Otogawa, K. et al. Erythrophagocytosis by liver macrophages (Kupffer cells) promotes oxidative stress, inflammation, and fibrosis in a rabbit model of steatohepatitis: implications for the pathogenesis of human nonalcoholic steatohepatitis. Am. J. Pathol. 170, 967–980 (2007).
Tsao, M. S., Smith, J. D., Nelson, K. G. & Grisham, J. W. A diploid epithelial cell line from normal adult rat liver with phenotypic properties of ‘oval’ cells. Exp. Cell Res. 154, 38–52 (1984).
Couchie, D., Holic, N., Chobert, M. N., Corlu, A. & Laperche, Y. In vitro differentiation of WB-F344 rat liver epithelial cells into the biliary lineage. Differentiation 69, 209–215 (2002).
Chaudhari, P. et al. Transient c-Src suppression during endodermal commitment of human induced pluripotent stem cells results in abnormal profibroticcholangiocyte-like cells. Stem Cells 37, 306–317 (2019).
Li, J., Ning, G. & Duncan, S. A. Mammalian hepatocyte differentiation requires the transcription factor HNF-4α. Genes Dev. 14, 464–474 (2000).
Parviz, F. et al. Hepatocyte nuclear factor 4 controls the development of a hepatic epithelium and liver morphogenesis. Nat. Genet. 34, 292–296 (2003).
Nie, J. et al. LNX functions as a RING type E3 ubiquitin ligase that targets the cell fate determinant Numb for ubiquitin-dependent degradation. EMBO. J. 21, 93–102 (2002).
Marcotullio, L. D. et al. Numb activates the E3 ligase ITCH to control Gli1 function through a novel degradation signal. Oncogene 30, 65–76 (2011).
Beres, B. J. et al. Numb regulates Notch1, but not Notch3, during myogenesis. Mech. Dev. 128, 247–257 (2011).
Flores, A. N., McDermott, N., Meunier, A. & Marignol, L. Numb inhibition of Notch signalling as a therapeutic target in prostate cancer. Nat. Rev. Urol. 11, 499–507 (2014).
Couturier, L., Vodovar, N. & Schweisguth, F. Endocytosis by numb breaks notch symmetry at cytokinesis. Nat. Cell Biol. 14, 131–139 (2012).
Boulter, L. et al. Macrophage-derived Wnt opposes Notch signaling to specify hepatic progenitor cell fate in chronic liver disease. Nat. Med. 18, 572–579 (2012).
Tan, S. L., Ahmad, T. S., Selvaratnam, L. & Kamarul, T. Isolation, characterization and the multi-lineage differentiation Potential of rabbit bone marrow-derived mesenchymal stem cells. J. Anat. 222, 437–450 (2013).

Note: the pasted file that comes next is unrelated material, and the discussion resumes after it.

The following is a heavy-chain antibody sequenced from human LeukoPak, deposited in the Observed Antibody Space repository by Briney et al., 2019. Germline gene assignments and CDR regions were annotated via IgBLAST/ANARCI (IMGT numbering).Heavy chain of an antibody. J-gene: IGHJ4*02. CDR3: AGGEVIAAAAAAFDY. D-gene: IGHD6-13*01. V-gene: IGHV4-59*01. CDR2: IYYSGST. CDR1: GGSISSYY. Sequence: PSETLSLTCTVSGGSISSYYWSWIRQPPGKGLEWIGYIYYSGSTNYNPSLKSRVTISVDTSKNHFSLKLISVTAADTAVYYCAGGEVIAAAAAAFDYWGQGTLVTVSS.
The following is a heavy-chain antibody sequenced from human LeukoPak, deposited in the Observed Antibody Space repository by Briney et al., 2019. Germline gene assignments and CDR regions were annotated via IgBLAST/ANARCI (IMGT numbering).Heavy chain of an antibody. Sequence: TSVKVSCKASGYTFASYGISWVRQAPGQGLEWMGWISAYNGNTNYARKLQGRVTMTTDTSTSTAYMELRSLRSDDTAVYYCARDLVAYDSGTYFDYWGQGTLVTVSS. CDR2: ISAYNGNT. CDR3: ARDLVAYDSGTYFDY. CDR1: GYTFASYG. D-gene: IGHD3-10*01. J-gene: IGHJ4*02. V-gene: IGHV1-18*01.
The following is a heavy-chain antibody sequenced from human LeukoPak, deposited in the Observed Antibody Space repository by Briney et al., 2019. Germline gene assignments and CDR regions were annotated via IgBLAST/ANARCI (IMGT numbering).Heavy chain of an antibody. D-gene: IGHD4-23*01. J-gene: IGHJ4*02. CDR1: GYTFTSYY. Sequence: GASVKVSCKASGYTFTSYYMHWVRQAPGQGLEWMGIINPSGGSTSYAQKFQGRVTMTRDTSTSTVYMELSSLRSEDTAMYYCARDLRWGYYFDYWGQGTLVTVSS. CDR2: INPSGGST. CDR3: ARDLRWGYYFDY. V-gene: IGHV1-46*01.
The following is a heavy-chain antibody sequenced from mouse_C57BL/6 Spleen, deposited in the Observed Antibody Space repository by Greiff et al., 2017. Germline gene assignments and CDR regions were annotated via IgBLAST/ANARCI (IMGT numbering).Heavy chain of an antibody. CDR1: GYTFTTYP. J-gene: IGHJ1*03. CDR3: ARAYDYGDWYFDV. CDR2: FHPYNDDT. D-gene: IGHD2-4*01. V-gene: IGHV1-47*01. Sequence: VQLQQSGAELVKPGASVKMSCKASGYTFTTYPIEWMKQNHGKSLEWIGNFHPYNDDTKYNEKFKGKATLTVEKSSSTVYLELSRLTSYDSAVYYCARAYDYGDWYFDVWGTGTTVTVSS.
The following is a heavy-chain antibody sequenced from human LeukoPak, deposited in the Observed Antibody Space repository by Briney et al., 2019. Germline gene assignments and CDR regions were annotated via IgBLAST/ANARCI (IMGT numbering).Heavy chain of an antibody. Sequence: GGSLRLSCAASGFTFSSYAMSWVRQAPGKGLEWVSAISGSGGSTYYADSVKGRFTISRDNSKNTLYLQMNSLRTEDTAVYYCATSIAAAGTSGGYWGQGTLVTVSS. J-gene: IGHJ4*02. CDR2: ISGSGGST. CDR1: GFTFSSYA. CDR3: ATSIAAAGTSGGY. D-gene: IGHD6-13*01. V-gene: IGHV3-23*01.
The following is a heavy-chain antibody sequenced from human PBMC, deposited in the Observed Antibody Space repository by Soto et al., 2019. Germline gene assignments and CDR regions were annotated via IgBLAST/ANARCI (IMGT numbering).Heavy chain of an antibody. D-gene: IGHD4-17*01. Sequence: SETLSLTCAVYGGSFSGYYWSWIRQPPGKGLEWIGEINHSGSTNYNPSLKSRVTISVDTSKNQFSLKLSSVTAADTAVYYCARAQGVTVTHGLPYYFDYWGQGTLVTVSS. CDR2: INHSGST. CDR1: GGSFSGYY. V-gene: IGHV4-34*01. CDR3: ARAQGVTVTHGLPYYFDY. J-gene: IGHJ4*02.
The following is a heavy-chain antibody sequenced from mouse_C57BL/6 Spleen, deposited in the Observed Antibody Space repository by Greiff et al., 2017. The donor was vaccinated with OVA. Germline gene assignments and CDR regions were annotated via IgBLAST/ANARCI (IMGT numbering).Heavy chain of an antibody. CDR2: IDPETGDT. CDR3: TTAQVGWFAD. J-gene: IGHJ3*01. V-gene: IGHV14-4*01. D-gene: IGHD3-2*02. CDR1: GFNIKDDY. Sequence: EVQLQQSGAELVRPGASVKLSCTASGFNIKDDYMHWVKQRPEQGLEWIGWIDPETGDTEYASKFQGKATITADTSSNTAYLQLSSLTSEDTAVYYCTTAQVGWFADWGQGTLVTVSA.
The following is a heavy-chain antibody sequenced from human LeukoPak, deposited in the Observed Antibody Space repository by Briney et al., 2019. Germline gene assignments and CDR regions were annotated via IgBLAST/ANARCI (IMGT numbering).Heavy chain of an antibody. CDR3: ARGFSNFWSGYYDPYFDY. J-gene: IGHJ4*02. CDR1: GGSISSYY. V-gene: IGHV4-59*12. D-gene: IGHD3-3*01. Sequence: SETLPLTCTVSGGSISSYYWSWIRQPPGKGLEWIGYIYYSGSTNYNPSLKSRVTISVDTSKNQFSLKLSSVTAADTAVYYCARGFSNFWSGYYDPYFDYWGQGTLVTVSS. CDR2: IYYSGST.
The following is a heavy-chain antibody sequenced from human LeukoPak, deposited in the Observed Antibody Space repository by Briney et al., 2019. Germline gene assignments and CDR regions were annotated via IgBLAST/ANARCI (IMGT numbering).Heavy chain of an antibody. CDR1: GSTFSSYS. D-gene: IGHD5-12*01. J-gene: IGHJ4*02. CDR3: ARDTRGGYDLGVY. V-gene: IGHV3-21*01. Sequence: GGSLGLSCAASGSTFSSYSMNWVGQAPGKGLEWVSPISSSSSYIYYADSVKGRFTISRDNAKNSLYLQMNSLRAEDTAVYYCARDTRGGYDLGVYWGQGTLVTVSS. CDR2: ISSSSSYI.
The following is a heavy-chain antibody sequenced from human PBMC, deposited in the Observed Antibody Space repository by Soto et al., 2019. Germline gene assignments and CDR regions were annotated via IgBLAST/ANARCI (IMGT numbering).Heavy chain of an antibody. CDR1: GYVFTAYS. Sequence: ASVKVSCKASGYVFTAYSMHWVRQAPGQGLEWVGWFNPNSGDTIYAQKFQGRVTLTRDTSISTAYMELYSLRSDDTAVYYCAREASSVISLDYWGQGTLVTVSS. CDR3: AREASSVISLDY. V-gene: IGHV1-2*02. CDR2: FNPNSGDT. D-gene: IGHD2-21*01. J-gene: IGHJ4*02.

Czernik, M. et al. Differentiation Potential and GFP labeling of sheep bone marrow-derived mesenchymal stem cells. J. Cell Biochem. 114, 134–143 (2013).
Lei, Z. et al. Culture and neural differentiation of rat bone marrow mesenchymal stem cells in vitro. Cell Biol. Int. 31, 916–923 (2007).
Mauney, J. R., Volloch, V. & Kaplan, D. L. Matrix-mediated retention of adipogenic differentiation potential by human adult bone marrow-derived mesenchymal stem cells during ex vivo expansion. Biomaterials 26, 6167–6175 (2005).
Ma, Y. et al. Labeling and long-term tracking of bone marrow mesenchymal stem cells in vitro using NaYF4: Yb (3+), Er (3+) upconversion nanoparticles. Acta. Biomater. 42, 199–208 (2016).
Seo, H. H. et al. Exogenous miRNA-146a enhances the therapeutic efficacy of human mesenchymal stem cells by increasing vascular endothelial growth factor secretion in the ischemia/reperfusion-injured heart. J. Vasc. Res. 54, 100–108 (2017).
Chen, J. et al. Salvianolic acid B enhances hepatic differentiation of human Embryonic Stem cells via upregulation of WNT pathway and inhibition of Notch pathway. Stem Cells Dev. 27, 252–261 (2017).
Brou, C. et al. A novel proteolytic cleavage involved in Notch signaling: the role of the disintegrin-metalloprotease TACE. Mol. Cell. 5, 207–216 (2000).
Bray, S. J. Notch signalling in context. Nat. Rev. Mol. Cell Biol. 17, 722–735 (2016).
Nie, J., Li, S. S. & McGlade, C. J. A novel PTB-PDZ domain interaction mediates isoform-specific ubiquitylation of mammalian Numb. J. Biol. Chem. 279, 20807–20815 (2004).
McGill, M. A. & McGlade, C. J. Mammalian numb proteins promote Notch1 receptor ubiquitination and degradation of the Notch1 intracellular domain. J. Biol. Chem. 278, 23196–23203 (2003).
Qiu, L. et al. Recognition and ubiquitination of Notch by Itch, a hect-type E3 ubiquitin ligase. J. Biol. Chem. 275, 35734–35737 (2000).
Premarathne, S., Murtaza, M., Matigian, N., Jolly, L. A. & Wood, S. A. Loss of Usp9x disrupts cell adhesion, and components of the Wnt and Notch signaling pathways in neural progenitors. Sci. Rep. 7, 8109. https://doi.org/10.1038/s41598-017-05451-5 (2017).
We thank LetPub for the English language editing of this manuscript.
This work was supported by the National Natural Science Foundation of China (Nos. 81173223; 81573948; 81874390).
The authors declare no competing interests.
Springer Nature remains neutral with regard to jurisdictional claims in published maps and institutional affiliations.
About this article
Cite this article
Xu, W., Xu, Y., Zhang, X. et al. Hepatic stem cell Numb gene is a potential target of Huang Qi Decoction against cholestatic liver fibrosis. Sci Rep 10, 17486 (2020). https://doi.org/10.1038/s41598-020-74324-1